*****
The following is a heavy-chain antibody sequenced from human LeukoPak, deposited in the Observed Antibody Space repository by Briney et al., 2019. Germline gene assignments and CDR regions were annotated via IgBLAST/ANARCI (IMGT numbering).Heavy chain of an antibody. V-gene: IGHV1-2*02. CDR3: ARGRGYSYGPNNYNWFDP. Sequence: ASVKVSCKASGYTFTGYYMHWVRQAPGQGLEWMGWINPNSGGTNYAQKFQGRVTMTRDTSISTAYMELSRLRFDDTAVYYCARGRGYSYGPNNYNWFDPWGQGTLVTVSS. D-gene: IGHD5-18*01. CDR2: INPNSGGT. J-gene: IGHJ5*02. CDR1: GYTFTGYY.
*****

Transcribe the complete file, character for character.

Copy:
The following is a heavy-chain antibody sequenced from human LeukoPak, deposited in the Observed Antibody Space repository by Briney et al., 2019. Germline gene assignments and CDR regions were annotated via IgBLAST/ANARCI (IMGT numbering).Heavy chain of an antibody. V-gene: IGHV1-2*02. CDR3: ARGRGYSYGPNNYNWFDP. Sequence: ASVKVSCKASGYTFTGYYMHWVRQAPGQGLEWMGWINPNSGGTNYAQKFQGRVTMTRDTSISTAYMELSRLRFDDTAVYYCARGRGYSYGPNNYNWFDPWGQGTLVTVSS. D-gene: IGHD5-18*01. CDR2: INPNSGGT. J-gene: IGHJ5*02. CDR1: GYTFTGYY.